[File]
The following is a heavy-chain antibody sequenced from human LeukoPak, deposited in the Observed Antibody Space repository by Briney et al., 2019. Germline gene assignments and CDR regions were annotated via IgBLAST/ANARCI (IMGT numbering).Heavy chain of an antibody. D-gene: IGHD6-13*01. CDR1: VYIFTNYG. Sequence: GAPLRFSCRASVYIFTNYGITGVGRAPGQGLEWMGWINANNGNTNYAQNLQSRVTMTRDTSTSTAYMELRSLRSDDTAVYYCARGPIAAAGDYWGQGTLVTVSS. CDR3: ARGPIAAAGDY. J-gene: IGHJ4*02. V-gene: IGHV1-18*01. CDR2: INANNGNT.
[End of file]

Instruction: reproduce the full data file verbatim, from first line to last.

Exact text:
The following is a heavy-chain antibody sequenced from human LeukoPak, deposited in the Observed Antibody Space repository by Briney et al., 2019. Germline gene assignments and CDR regions were annotated via IgBLAST/ANARCI (IMGT numbering).Heavy chain of an antibody. D-gene: IGHD6-13*01. CDR1: VYIFTNYG. Sequence: GAPLRFSCRASVYIFTNYGITGVGRAPGQGLEWMGWINANNGNTNYAQNLQSRVTMTRDTSTSTAYMELRSLRSDDTAVYYCARGPIAAAGDYWGQGTLVTVSS. CDR3: ARGPIAAAGDY. J-gene: IGHJ4*02. V-gene: IGHV1-18*01. CDR2: INANNGNT.